This trip is pitched to anglers as self-guided and hardcore: so be prepared to endure lots of wading and expect to spot your own fish. Some might be apprehensive about this itinerary, but for me, these ingredients are ideal. The chance to wade South Andros for an entire week is a dream come true. I am fanatical when it comes to bonefishing and I easily get excited, but this opportunity set me off the charts. South Andros does have a reputation for providing refuge to acre-size schools of smaller bonefish (which I usually shy away from) but this area also holds big bones, which I saw firsthand when I fished South Andros a couple years back and got a taste of Grassy Cay during a day of guided fishing. I wrote a story on the trip in a previous issue of This is Fly entitled “Bonefish Heaven.” Now I am fortunate enough to return to heaven.
At 84-feet, the Sea Hunter is a steel-hulled ship that feels formed from one monolithic slab. The Sea Hunter has two complete reverse-osmosis water-making systems that can create 80 gallons of quality bottled drinking water every hour and gives the grimiest of anglers that rare chance to enjoy a long, hot shower at the end the day. Cooled by dual AC units and propelled by two 450-horsepower CAT diesel engines, she carries an average load of 16,000 gallons of diesel fuel, which allows her to sit steady in the water and have a global range potential. This massive load, combined with her considerable displacement, buffers almost any sea motion while the Sea Hunter is at anchor.
Our group of renegade pirates includes Scott Heywood of Angling Destinations, Scott Sawtelle from San Antonio, John and Anna Riggs from Little Rock, and Jay Hillerson from Virigina. The key to a memorable week on a live-aboard is to have a cohesive group with personalities that mesh well. Our brew of personalities created a perfect concoction and everyone felt at ease, dedicated to the task, and focused on long days of wading and exploring the bounty of South Andros. There were days when we opted to fish uncharted areas that could potentially produce poor fishing, but this group eagerly took that chance. I tip my hat to each of them.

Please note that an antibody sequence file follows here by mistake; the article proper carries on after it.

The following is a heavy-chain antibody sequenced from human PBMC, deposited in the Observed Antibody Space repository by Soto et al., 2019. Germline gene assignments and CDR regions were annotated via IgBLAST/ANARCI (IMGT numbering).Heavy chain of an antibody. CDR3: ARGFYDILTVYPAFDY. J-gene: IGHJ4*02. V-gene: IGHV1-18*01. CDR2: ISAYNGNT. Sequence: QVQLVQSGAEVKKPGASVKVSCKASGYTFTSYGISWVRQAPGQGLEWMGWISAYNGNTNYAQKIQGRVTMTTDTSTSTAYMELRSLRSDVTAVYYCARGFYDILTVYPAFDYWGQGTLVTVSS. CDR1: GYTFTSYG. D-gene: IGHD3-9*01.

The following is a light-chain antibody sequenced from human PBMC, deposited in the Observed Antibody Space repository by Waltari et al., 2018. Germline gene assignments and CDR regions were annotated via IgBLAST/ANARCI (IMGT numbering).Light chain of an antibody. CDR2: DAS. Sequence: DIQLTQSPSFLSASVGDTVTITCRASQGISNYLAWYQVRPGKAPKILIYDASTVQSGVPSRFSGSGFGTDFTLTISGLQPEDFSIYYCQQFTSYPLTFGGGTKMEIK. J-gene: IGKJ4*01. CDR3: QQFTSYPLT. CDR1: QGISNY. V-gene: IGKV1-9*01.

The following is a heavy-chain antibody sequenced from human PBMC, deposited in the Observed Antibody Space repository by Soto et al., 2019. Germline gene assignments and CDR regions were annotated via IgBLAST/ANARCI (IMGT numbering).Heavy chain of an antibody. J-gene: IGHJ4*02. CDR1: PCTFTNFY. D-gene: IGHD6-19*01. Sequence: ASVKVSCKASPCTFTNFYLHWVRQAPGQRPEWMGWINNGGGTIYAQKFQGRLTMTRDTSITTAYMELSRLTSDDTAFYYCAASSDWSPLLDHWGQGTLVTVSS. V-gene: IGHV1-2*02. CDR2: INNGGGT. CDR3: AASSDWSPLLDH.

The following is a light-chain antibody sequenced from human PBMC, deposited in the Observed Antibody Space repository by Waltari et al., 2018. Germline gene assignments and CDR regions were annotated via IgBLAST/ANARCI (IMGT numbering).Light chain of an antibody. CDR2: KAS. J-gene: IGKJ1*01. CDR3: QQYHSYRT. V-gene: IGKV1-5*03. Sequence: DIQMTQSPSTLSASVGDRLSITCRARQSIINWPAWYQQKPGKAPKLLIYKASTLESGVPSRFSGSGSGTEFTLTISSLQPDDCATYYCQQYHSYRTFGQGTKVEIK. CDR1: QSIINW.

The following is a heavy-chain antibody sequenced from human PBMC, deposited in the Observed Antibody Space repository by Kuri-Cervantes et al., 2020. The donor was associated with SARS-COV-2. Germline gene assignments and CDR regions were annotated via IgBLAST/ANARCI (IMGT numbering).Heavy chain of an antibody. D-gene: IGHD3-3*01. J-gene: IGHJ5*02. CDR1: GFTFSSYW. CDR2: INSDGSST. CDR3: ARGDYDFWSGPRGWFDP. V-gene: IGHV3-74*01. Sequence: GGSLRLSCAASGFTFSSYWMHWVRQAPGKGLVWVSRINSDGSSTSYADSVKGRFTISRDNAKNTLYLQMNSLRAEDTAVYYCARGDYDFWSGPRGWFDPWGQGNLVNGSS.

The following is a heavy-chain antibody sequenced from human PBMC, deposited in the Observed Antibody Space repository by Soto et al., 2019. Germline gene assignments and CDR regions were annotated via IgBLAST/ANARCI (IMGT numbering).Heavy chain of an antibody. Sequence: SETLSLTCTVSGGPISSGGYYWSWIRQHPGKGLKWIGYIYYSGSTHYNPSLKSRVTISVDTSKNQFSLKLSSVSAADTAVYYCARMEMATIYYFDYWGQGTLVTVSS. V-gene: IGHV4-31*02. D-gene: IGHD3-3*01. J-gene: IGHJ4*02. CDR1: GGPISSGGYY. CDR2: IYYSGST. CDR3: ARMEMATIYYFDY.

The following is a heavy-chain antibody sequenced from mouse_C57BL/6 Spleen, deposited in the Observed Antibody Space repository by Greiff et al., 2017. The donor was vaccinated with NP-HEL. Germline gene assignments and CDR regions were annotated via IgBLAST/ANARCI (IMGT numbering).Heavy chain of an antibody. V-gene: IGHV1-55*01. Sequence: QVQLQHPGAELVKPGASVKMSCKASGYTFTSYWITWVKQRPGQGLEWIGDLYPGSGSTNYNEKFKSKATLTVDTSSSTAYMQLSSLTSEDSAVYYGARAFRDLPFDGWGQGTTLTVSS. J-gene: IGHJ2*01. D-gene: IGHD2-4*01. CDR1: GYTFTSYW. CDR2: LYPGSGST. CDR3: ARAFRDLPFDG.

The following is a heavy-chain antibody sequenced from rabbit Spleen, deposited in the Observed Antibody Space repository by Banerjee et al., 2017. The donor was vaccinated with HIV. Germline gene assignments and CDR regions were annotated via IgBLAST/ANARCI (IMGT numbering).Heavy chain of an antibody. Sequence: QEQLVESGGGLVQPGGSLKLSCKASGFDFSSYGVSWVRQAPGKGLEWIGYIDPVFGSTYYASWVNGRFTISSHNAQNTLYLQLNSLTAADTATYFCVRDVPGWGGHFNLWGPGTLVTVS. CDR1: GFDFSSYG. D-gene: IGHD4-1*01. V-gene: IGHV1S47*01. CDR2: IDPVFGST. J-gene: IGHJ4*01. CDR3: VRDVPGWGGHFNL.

If you want a break from bonefishing during the week, the Sea Hunter offers diversity. You can participate in spear fishing for hog snappers around coral heads, snorkeling, or awesome blue water fishing. Besides towing two shallow draft skiffs, the Sea Hunter also tows a 34-foot sport fisher, equipped for offshore fishing. Anchored close to the famed Tongue of the Ocean, a day of blue water fishing means access to a plethora of pelagic species.
But back to the monster bonefish I hooked at the edge of the flat that just peeled 150-yards of Dacron from the Abel QC reel. The fish heads towards the mangroves on the other side of the channel, immediately giving me enough anxiety to warrant a dose of Xanax. Everything happens excessively fast and I find myself motionlessly watching the crash course this bonefish has decided to take. I ask myself if this is going to end like Thelma & Louise with the Cadillac heading off a cliff, but the fish stops short of the mangroves and starts to thrash his body, creating an impressive commotion. I know what the fish is doing and I’m not happy about it. I watch him thrash around and rub his mouth in the sand with hopes of dislodging the fly. Just as I start to head into the deeper water in hopes of chasing the fish, the line goes limp and my shoulders fall in disgust, realizing I just lost the largest hooked bonefish of my career. I had a temporary breakdown reaction consisting of screamed obscenities, kicking the water, and punching the air, but I got hold of myself and snapped out of it when I remembered where I was. Bonefish Heaven!